The meeting ended abruptly when the Community Board's Transportation Committee took a vote on a muddled motion to voice opposition on the one-way proposal for Sixth Avenue and Seventh Avenue and to ask the Department of Transportation to work with the Community Board on changes to Union Street and to lowering speeds on Eighth Avenue and Prospect Park West.

The full Community Board will vote on the proposal next month and the plan won't go forward without its support. "I somehow doubt we'll ever see either of these avenues as one-way," said Transportation Committee member Jerry Armer. After the meeting, Lumi Rolley of No Land Grab, who was among those who listened from outside the auditorium, presented a big sheet to the Community Board signed by those unable to get in.

For excellent and detailed coverage of the meetings, see "One way? NOOO way! 400+ Slopers deride DoT plans for Sixth and Seventh avenues" at Atlantic Yards Report. Also, check out Streets Blog's coverage of the meeting, including a lot of photos of the big crowd that was unable to make it inside. And, check out a full set of Jonathan Barkey's photos by clicking here.

There will be another Community Board Meeting on March 29 to discuss DOT proposals for Grand Army Plaza, for creating bike lanes on 9th Street and on Prospect Park West. It will be held at Old First Church. A full Community Board vote on the proposals will likely take place in April.

5 Comments:

Blogger Daniel said...

with 500 that cant not listen.

9:49 AM  
Blogger no_slappz said...

Despite the emotional opposition to converting 6th and 7th avenues into one-way roads, the opponents offered no evidence or support for their claims that the change would be for the worse.

Let's face it, Manhattan has been a good laboratory for the transition to one-way avenues. Meanwhile, much of Park Slope and Brooklyn is covered with one-way thoroughfares. Has anyone begged to convert the one-way roads back to two-way arteries? No.

Opponents, such as Eric Adams, believe, though offer no evidence, that one-way streets are a paradise for drag-racers. Please. What nonsense. That doesn't happen on any street in neighborhoods with heavy retail and pedestrian activity. Drag racing occurs far from the crowds and the police.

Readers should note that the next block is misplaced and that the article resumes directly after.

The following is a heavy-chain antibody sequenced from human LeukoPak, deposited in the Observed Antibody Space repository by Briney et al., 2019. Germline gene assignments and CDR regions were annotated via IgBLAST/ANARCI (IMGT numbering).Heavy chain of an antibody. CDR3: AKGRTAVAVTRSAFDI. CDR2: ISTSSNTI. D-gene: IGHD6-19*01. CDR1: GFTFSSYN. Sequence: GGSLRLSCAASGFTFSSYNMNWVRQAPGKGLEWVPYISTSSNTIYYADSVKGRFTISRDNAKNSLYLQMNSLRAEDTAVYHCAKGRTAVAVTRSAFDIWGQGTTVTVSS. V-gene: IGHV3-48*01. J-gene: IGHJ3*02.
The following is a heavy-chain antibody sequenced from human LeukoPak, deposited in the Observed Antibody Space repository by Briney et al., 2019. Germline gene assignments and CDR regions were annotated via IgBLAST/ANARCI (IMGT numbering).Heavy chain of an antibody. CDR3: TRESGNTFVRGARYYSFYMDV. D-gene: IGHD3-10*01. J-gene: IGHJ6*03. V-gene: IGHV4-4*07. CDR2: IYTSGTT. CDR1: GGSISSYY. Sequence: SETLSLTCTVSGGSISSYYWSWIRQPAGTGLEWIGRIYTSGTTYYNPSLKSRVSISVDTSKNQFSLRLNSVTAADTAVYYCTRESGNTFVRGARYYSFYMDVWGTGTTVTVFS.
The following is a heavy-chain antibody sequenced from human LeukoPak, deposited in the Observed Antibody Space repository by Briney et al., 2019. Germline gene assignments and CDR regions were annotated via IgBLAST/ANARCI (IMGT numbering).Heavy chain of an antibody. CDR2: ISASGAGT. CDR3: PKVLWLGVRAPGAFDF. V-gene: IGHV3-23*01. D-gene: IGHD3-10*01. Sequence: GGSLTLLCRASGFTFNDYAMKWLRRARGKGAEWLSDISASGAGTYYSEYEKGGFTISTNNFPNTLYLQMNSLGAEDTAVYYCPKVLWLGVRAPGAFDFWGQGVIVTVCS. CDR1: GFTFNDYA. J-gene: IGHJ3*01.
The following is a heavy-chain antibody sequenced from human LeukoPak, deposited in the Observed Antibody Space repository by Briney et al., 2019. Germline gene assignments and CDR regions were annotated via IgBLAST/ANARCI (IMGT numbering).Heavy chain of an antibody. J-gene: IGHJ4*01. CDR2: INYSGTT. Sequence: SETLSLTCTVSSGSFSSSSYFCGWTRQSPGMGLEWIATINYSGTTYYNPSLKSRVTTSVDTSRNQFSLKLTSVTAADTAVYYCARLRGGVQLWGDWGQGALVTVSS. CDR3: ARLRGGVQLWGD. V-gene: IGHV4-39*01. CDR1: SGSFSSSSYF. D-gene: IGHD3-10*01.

Others make nonsensical claims about increasing the traffic in Park Slope. Interesting. Almost every parking space is almost always occupied at every available hour. The shops are busy and the sidewalks are heavily traveled.

I suppose a few more cars and people could squeeze in, but aside from gaining a few more parking spaces due to the removal of some bus stops, it's pretty much a matter of physics when it comes to calculating how much matter can actually fill the available volume on Park Slope streets.

Maybe store owners could stay open extra hours and serve a late-night crowd. Or maybe a few more early birds.

But the reality of more cars in Park Slope boils down to the number of housing units within the neighborhood. More housing, more cars.

A little more prosperity would also boost the car population. Those without cars may choose to buy them if an improving household budget permits.

Furthermore, it's hard to imagine store operators would choose to stick with a plan that supporters claim keeps potential shoppers from their favorite shops.

2:11 PM  
Anonymous chandru said...

Unfortunately, no_slappz, you're wrong on several counts. Manhattan traffic speeds and ambiance should actually be a good counter-example; would you want to live on a typical avenue instead of in a residential area?

It's well known that if you increase traffic capacity, traffic will increase (induced effect.) Making a 2-lane road one way increases traffic capacity (up to 30%, also well known.) In fact, DOT talked about "adjusting the light cycle" to REDUCE flow, a sure indication that one-way-ism increases capacity.

Another important thing is that making streets one-way encourages thru-traffic, as opposed to the primarily local traffic now on 6/7 Avs.

Futher wrong on the begging issue: many, many places around the country are converting back from 1-way to 2-way, exactly to promote the type of ambiance that 7th Av enjoys. Plenty of citations. Manhattan (and NYC) is just way behind the times on making things non-car-centric and pedestrian-friendly.

Speed: just stand on 8th Av/PPW. If you're not brain-dead like DOT, you might notice traffic moving a tad faster than, say, 6th Ave (I won't compare to 7th because of dirrerent circumstances.)

See further comments on my blog if interested.

2:55 PM  
Blogger no_slappz said...

chandru, you wrote:

"...would you want to live on a typical avenue instead of in a residential area?"


Phony argument. Side streets are ALWAYS less traveled because only a few drivers have a reason to travel them. Whether the cental avenue/artery is one-way or two-way will have no effect on whether a driver diverts from it to park or go home or visit a friend.

You claim: